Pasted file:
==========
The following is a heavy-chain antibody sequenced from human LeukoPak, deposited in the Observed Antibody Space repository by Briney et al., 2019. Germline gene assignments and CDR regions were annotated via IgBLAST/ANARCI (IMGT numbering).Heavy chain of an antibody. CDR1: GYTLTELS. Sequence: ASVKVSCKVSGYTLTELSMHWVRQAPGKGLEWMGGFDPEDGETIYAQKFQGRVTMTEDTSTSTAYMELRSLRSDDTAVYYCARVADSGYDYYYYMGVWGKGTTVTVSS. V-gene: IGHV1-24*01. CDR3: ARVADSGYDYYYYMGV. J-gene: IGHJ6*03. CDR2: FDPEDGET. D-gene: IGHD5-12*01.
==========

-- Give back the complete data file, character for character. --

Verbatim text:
The following is a heavy-chain antibody sequenced from human LeukoPak, deposited in the Observed Antibody Space repository by Briney et al., 2019. Germline gene assignments and CDR regions were annotated via IgBLAST/ANARCI (IMGT numbering).Heavy chain of an antibody. CDR1: GYTLTELS. Sequence: ASVKVSCKVSGYTLTELSMHWVRQAPGKGLEWMGGFDPEDGETIYAQKFQGRVTMTEDTSTSTAYMELRSLRSDDTAVYYCARVADSGYDYYYYMGVWGKGTTVTVSS. V-gene: IGHV1-24*01. CDR3: ARVADSGYDYYYYMGV. J-gene: IGHJ6*03. CDR2: FDPEDGET. D-gene: IGHD5-12*01.